According to ALARA, nuclear operators have to take all the steps they reasonably can to reduce radiation exposure for the people they employ. Under ALARA, a reduction in exposure of even just a few minutes would be worth pursuing. This concept is why nuclear plants have been some of the earliest adopters of drones and other types of robots in their work—using new tools to reduce radiation exposure is not only attractive to nuclear operators, it’s also something they’re compelled to do by law.
That’s part of the reason that over 80% of U.S. nuclear operators use Flyability’s indoor drones for their visual inspections. Drones make nuclear personnel safer is by allowing them to put distance between themselves and the area being inspected, which in turn reduces the amount of time they have to spend in potentially irradiated areas. But how can we measure the impact drones have on safety in the nuclear sector?
By calculating the amount of hours people did not have to be exposed to a potentially irradiated environment. Here are the results from a recent inspection of a nuclear containment building using drones instead of people:
- One month saved—Time needed for the inspection was reduced by a month, from six weeks to just two.
- 300 hours saved—Doing the inspection manually (i.e., without drones) would have required 300 more hours of work.
300 hours of work is a huge amount of work saved, and it was accomplished by using drones to fly along the containment building, collecting visual data that was then reviewed by a certified nuclear inspector to complete the inspection.
Containment buildings are massive structures. To inspect them visually, inspectors often have to use scaffolding, ropes, and cranes to make sure they’re getting full coverage.
But none of these potentially dangerous tactics was required. Using a variety of drones, including Flyability’s Elios 2, inspectors were able to collect all the visual data they needed to satisfy the inspection requirements.
In addition to the safety benefits, all of the time saved represents huge potential savings for nuclear operators.
The time it takes for an inspection and maintenance process to take place is called turnaround time or downtime, referring to the time in which the entire plant is shut down for this kind of work to take place. Doing inspections with drones can cut down turnaround times by anywhere from 30%-90%—resulting in millions of savings.
To give you an idea of how much can be saved, a typical nuclear reactor can generate energy equivalent to about $2.3 million per day. This means that it’s no exaggeration to say that every extra minute a plant is offline represents lost revenue, and that drones can literally save companies millions by shortening these windows of time.
New Drone Solutions to Make Nuclear Inspections Even Safer
Radiation data from the Elios 2 RAD can be used to help nuclear plant administrators plan their in-person operations even more precisely. By knowing exactly how much radiation is present in different locations, nuclear personnel can fine tune their efforts, further reducing exposure and pushing the boundaries of ALARA compliance.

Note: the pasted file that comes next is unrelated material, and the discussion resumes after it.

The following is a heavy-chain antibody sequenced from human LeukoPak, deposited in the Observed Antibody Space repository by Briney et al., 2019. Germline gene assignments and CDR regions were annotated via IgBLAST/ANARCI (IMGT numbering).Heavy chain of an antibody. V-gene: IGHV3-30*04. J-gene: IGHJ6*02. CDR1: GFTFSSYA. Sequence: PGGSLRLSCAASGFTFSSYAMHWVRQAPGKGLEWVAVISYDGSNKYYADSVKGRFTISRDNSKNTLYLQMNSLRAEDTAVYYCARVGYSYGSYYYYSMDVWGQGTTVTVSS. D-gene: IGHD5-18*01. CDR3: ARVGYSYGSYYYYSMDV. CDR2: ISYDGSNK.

The Elios 2 RAD presents two primary uses for nuclear operators:
1. Live Streaming Radiation Data
The Elios 2 RAD can live stream accurate radiation data while in flight, allowing nuclear plant personnel to see a histogram from the last minute of radiation measurement captured in flight.*
Inspectors can use the Elios 2 RAD to:
- Choose between Rem and Sv units
- Get instantaneous readings from the radiation sensor
- Get cumulative dose for the flight
- Get lifetime cumulative dose data
*Measurements have a sampling rate of two seconds, which indicate the maximum threshold present.
2. Mapping Radiation Data
After the flight, inspectors can use the radiation data they collected to map the dosage present with a given area.
These radiation maps can be used to:
- Identify hotspots
- Enhance knowledge about the location of various levels of radiation within different areas of the plant
- Enhance the understanding of radiological conditions and improve dose planning and decision-making
All of this extra data translates directly into less radiation exposure for plant personnel, supporting ALARA efforts by reducing the amount of time people need to spend in irradiated areas.
As drones adoption grows, the potential for improving safety in the nuclear industry is huge. The more types of data that inspectors can collect remotely, the more they can avoid exposing themselves to danger, presenting a clear example of drones doing good in the world.
Ultimately, safety isn’t about metrics or statistics. It’s about keeping people out of harm’s way so they can go back home at the end of the workday. That's something the people on both sides of drone technology are committed to prioritizing and quantifying.
“Our core mission is to keep humans out of dangerous places," Meldem mentioned. "Every time a drone helps an inspector collect data remotely—whether it’s visual data, radiation data, or some other kind that might be enabled by new technology—it means that a person didn’t have to put themselves in potential danger to collect it.”